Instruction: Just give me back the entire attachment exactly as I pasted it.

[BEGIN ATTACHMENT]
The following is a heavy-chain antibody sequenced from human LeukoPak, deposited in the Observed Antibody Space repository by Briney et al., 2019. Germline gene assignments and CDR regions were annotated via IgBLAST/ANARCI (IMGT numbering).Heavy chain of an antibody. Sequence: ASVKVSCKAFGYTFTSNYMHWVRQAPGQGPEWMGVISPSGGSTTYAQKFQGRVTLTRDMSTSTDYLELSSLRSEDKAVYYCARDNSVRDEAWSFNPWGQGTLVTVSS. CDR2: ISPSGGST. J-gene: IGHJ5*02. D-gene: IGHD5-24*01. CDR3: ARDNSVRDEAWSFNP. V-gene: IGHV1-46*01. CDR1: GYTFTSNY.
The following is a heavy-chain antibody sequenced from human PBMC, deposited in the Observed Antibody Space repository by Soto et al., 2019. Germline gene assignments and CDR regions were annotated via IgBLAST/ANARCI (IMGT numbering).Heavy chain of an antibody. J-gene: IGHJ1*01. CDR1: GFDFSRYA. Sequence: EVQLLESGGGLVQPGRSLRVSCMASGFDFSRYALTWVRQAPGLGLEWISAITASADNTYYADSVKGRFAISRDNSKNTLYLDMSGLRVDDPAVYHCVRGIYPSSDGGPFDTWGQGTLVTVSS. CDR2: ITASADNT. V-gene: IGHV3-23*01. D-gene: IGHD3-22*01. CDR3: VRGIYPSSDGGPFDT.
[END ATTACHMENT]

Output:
The following is a heavy-chain antibody sequenced from human LeukoPak, deposited in the Observed Antibody Space repository by Briney et al., 2019. Germline gene assignments and CDR regions were annotated via IgBLAST/ANARCI (IMGT numbering).Heavy chain of an antibody. Sequence: ASVKVSCKAFGYTFTSNYMHWVRQAPGQGPEWMGVISPSGGSTTYAQKFQGRVTLTRDMSTSTDYLELSSLRSEDKAVYYCARDNSVRDEAWSFNPWGQGTLVTVSS. CDR2: ISPSGGST. J-gene: IGHJ5*02. D-gene: IGHD5-24*01. CDR3: ARDNSVRDEAWSFNP. V-gene: IGHV1-46*01. CDR1: GYTFTSNY.
The following is a heavy-chain antibody sequenced from human PBMC, deposited in the Observed Antibody Space repository by Soto et al., 2019. Germline gene assignments and CDR regions were annotated via IgBLAST/ANARCI (IMGT numbering).Heavy chain of an antibody. J-gene: IGHJ1*01. CDR1: GFDFSRYA. Sequence: EVQLLESGGGLVQPGRSLRVSCMASGFDFSRYALTWVRQAPGLGLEWISAITASADNTYYADSVKGRFAISRDNSKNTLYLDMSGLRVDDPAVYHCVRGIYPSSDGGPFDTWGQGTLVTVSS. CDR2: ITASADNT. V-gene: IGHV3-23*01. D-gene: IGHD3-22*01. CDR3: VRGIYPSSDGGPFDT.